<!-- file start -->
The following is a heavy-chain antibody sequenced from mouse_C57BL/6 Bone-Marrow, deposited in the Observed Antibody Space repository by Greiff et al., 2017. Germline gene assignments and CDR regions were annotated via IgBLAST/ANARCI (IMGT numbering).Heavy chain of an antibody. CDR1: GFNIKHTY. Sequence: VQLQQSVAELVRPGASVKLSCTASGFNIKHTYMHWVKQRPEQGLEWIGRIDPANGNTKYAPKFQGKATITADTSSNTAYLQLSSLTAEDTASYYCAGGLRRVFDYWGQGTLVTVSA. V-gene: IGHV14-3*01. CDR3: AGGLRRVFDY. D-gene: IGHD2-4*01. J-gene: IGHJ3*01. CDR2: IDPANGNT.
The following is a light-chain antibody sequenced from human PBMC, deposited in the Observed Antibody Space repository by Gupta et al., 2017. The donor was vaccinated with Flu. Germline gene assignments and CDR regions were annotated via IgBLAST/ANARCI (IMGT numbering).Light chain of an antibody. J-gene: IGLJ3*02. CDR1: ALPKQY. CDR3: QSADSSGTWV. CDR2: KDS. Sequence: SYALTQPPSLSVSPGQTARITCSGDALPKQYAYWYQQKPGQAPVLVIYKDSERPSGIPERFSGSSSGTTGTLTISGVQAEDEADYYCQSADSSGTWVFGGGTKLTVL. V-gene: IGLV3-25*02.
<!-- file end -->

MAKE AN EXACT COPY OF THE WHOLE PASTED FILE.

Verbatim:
The following is a heavy-chain antibody sequenced from mouse_C57BL/6 Bone-Marrow, deposited in the Observed Antibody Space repository by Greiff et al., 2017. Germline gene assignments and CDR regions were annotated via IgBLAST/ANARCI (IMGT numbering).Heavy chain of an antibody. CDR1: GFNIKHTY. Sequence: VQLQQSVAELVRPGASVKLSCTASGFNIKHTYMHWVKQRPEQGLEWIGRIDPANGNTKYAPKFQGKATITADTSSNTAYLQLSSLTAEDTASYYCAGGLRRVFDYWGQGTLVTVSA. V-gene: IGHV14-3*01. CDR3: AGGLRRVFDY. D-gene: IGHD2-4*01. J-gene: IGHJ3*01. CDR2: IDPANGNT.
The following is a light-chain antibody sequenced from human PBMC, deposited in the Observed Antibody Space repository by Gupta et al., 2017. The donor was vaccinated with Flu. Germline gene assignments and CDR regions were annotated via IgBLAST/ANARCI (IMGT numbering).Light chain of an antibody. J-gene: IGLJ3*02. CDR1: ALPKQY. CDR3: QSADSSGTWV. CDR2: KDS. Sequence: SYALTQPPSLSVSPGQTARITCSGDALPKQYAYWYQQKPGQAPVLVIYKDSERPSGIPERFSGSSSGTTGTLTISGVQAEDEADYYCQSADSSGTWVFGGGTKLTVL. V-gene: IGLV3-25*02.